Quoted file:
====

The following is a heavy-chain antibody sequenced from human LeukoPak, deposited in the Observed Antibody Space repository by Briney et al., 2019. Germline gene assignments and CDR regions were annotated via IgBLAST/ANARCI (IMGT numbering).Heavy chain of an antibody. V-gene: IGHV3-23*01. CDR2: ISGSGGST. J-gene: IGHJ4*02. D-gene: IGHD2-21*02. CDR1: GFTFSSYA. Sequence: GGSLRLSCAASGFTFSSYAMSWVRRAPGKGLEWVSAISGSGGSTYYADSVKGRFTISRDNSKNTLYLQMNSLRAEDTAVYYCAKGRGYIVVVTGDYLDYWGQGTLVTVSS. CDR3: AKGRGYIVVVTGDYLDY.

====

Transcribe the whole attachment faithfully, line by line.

The following is a heavy-chain antibody sequenced from human LeukoPak, deposited in the Observed Antibody Space repository by Briney et al., 2019. Germline gene assignments and CDR regions were annotated via IgBLAST/ANARCI (IMGT numbering).Heavy chain of an antibody. V-gene: IGHV3-23*01. CDR2: ISGSGGST. J-gene: IGHJ4*02. D-gene: IGHD2-21*02. CDR1: GFTFSSYA. Sequence: GGSLRLSCAASGFTFSSYAMSWVRRAPGKGLEWVSAISGSGGSTYYADSVKGRFTISRDNSKNTLYLQMNSLRAEDTAVYYCAKGRGYIVVVTGDYLDYWGQGTLVTVSS. CDR3: AKGRGYIVVVTGDYLDY.